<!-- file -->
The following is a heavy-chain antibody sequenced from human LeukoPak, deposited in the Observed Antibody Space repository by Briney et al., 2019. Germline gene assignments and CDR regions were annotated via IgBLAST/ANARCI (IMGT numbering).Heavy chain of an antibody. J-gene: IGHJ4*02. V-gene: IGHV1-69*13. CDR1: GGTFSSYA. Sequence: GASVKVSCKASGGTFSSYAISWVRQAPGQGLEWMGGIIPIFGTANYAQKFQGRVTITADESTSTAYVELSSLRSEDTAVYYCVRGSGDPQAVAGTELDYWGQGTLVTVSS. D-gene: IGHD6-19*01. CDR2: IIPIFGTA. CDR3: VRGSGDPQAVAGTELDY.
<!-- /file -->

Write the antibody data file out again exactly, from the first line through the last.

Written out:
The following is a heavy-chain antibody sequenced from human LeukoPak, deposited in the Observed Antibody Space repository by Briney et al., 2019. Germline gene assignments and CDR regions were annotated via IgBLAST/ANARCI (IMGT numbering).Heavy chain of an antibody. J-gene: IGHJ4*02. V-gene: IGHV1-69*13. CDR1: GGTFSSYA. Sequence: GASVKVSCKASGGTFSSYAISWVRQAPGQGLEWMGGIIPIFGTANYAQKFQGRVTITADESTSTAYVELSSLRSEDTAVYYCVRGSGDPQAVAGTELDYWGQGTLVTVSS. D-gene: IGHD6-19*01. CDR2: IIPIFGTA. CDR3: VRGSGDPQAVAGTELDY.